Juma is actually just the day of the week; "Friday". Though you're not completely wrong because it is very common for people born on Fridays to be named Juma in Kiswahili-speaking countries.
No, Arabic originates from Arabia. It's a very common language in North Africa, though, and in other mostly Muslim countries.
Is the "mm" in "Mmarekani" pronounced as a sequence of two [m]s or just as one [m]?
Actually, it's kind of both. You don't break the "m" sound, but you change the pitch of your voice slightly.
Like if he died? "Juma alikuwa Mmarekani" Though as a native speaker, people in my area say "muamerika" instead of "mmarekani".
Is it dialect or proper Swahili? If proper, you should report to add it to the curse!
Salut , cest le swahili du Kenya donc le plus connu ce nest pas le dialecte là.
I don't think there is a difference between "proper" Kiswahili and a dialect, just as American English and British English are both "proper" but are different dialects of the same language. But the Kiswahili that I'm familiar with is from Kenya, it's where my family is from, and I've grown up speaking it at home even though I was born in the US.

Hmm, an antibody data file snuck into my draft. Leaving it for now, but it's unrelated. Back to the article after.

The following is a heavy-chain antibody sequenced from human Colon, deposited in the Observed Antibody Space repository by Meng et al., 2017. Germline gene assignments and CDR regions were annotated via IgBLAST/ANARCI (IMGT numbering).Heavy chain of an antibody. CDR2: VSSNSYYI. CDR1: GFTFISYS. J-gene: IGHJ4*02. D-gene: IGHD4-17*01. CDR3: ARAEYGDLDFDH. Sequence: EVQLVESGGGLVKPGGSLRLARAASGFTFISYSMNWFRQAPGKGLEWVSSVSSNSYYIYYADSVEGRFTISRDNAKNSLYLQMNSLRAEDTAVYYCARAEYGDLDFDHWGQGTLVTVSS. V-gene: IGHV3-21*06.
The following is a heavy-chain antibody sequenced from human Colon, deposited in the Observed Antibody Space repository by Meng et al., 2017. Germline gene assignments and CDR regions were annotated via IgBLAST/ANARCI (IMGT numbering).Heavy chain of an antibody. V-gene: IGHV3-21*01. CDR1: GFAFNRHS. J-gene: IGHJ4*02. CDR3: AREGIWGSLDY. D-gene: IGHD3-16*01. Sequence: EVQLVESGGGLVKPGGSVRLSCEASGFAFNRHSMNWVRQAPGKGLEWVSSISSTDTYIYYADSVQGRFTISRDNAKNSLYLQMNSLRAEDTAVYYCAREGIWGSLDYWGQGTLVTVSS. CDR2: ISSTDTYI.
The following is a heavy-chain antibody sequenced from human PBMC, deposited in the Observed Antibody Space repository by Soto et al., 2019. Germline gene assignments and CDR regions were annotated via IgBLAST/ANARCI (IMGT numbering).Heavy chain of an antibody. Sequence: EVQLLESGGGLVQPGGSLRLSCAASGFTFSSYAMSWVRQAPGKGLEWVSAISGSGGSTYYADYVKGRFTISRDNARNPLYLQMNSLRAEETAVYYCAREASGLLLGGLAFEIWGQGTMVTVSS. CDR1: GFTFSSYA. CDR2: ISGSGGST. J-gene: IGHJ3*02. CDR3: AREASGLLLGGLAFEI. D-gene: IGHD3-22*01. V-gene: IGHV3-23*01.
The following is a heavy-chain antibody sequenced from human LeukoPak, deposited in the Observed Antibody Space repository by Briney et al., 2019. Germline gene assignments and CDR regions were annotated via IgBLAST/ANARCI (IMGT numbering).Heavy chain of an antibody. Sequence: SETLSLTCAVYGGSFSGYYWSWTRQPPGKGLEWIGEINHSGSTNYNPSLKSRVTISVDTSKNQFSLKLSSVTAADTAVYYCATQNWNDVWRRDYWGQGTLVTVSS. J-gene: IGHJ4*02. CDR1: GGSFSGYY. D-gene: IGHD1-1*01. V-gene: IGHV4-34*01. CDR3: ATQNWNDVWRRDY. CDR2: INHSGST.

Thank you, you should report it, just like British words are reported to add to the American English. It is useful to know which words are more used in which country. I am always happy to learn about the differences of the different dialects.
so i know juma in arabic means friday.. in seeking the answer is written "Day" does juma means word "Day" in swahili or they day "Friday"
There is now a voice recording of this sentence, and a fine one at that! They are working on it.
If you're American, your name is an American name. There is no such thing as an "American sounding" name, even if some names are more common. All Americans are originally immigrants from somewhere else, even Native Americans. People that are now American come from all over the world.
Kiswahili doesn't have gender-specific pronouns, it's odd for an English speaker to grasp the concept at first, but words such as "he" and "she" simply don't exist. Also, there are no words for "the, a," and "an".
So here it says „juma“ also means „day“ but other sources say it means „week“ and comments here say it means „Friday“, what is right?
No actual recording or sound was played during this exercise, just a heads up. I would have liked to hear a native Swahili speaking person. Next time?